The ‘eternal’ flame at Martin Luther King Jr. Center in Atlanta went out Monday night as the nation celebrated the civil rights pioneer’s 83rd birthday – and it happened on live television. (Daily Mail By MICHAEL ZENNIE)
This isn’t the first time the flame in front of King’s tomb has been extinguished, either.
Atlanta Gas Light, which supplies gas to the flame, has had trouble keeping the fire lit without interruption since the utility company installed a new cauldron in 2009.
It happened when an evening anchor with WXIA-TV in Atlanta was at the King Center for Nonviolent Social Change describing the day’s activities to celebrate the Martin Luther King Day holiday Monday.
The camera panned over to the eternal flame and it suddenly, as if on cue, extinguished itself.
A short time later, the flame was lit and burning again, the TV station says.
In 2010, a columnist with the Atlanta Business Journal pointed out that the cauldron had gone cold and dark and alerted the power company that maintains it.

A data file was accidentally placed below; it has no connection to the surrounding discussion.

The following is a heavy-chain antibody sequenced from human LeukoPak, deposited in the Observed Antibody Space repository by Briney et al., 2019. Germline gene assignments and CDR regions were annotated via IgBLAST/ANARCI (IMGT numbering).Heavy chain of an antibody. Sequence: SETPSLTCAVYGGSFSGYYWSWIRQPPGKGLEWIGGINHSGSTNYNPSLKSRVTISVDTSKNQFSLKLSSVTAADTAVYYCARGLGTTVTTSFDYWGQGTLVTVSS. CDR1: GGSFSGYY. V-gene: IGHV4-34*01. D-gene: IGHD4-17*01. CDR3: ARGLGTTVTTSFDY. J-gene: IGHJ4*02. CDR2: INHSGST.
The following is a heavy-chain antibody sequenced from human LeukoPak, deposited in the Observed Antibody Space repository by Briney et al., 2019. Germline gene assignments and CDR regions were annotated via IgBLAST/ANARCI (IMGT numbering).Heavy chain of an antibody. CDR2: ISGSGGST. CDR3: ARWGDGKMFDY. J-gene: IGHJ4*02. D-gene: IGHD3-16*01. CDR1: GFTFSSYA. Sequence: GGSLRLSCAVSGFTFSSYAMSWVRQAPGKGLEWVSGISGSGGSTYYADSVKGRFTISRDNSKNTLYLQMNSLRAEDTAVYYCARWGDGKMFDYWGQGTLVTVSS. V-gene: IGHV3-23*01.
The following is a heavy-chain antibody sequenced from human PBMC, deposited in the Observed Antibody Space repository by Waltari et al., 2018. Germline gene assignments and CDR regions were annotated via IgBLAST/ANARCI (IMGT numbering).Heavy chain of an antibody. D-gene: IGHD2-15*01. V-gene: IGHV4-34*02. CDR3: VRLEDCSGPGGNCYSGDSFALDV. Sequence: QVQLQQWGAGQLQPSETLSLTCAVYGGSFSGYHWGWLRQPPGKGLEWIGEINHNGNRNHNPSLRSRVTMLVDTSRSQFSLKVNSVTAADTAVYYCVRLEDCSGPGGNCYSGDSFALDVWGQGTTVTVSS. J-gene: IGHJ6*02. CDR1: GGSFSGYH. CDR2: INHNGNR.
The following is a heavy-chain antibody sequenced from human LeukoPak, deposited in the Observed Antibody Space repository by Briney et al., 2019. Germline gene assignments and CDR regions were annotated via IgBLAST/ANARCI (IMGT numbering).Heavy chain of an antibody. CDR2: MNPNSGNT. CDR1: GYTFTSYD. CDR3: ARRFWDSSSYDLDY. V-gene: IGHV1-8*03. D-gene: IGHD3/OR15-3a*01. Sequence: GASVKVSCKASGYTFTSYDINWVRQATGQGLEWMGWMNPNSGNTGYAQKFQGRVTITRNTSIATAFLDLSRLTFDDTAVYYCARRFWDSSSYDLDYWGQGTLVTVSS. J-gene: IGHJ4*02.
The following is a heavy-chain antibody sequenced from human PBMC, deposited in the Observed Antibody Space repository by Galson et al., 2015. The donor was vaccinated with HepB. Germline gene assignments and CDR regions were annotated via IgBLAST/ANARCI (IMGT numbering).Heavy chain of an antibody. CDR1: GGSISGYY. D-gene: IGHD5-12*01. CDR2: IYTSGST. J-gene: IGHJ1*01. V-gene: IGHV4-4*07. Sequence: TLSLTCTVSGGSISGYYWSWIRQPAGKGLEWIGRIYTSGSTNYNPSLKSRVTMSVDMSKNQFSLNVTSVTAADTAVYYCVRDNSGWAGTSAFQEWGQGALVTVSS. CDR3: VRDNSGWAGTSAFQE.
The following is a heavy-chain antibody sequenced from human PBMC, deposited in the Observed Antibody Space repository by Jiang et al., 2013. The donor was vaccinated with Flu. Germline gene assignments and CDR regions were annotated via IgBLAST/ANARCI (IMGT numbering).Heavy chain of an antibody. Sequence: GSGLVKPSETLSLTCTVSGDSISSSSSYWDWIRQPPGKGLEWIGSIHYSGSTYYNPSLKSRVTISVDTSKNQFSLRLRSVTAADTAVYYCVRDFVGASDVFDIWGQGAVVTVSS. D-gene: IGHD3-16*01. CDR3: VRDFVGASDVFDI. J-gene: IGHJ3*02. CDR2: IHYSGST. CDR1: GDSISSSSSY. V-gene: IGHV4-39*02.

Days later, the company discovered the pilot light was out and replaced broken parts inside the memorial.
The King Center is part of the Martin Luther King Jr. National Historic site that includes King’s boyhood home, the Ebenezer Baptist Church, where King and his father were pastors, and the tombs of King and his wife Coretta Scott King, who died in 2006.
The site was established in 1980 to honor the civil rights leader, who was assassinated in 1968.
Coretta Scott King established the King Center in 1969 to honor her slain husband.
Martin Luther King Jr.’s remains were moved from the cemetery where he was first buried to his public tomb at the King Center in 1997.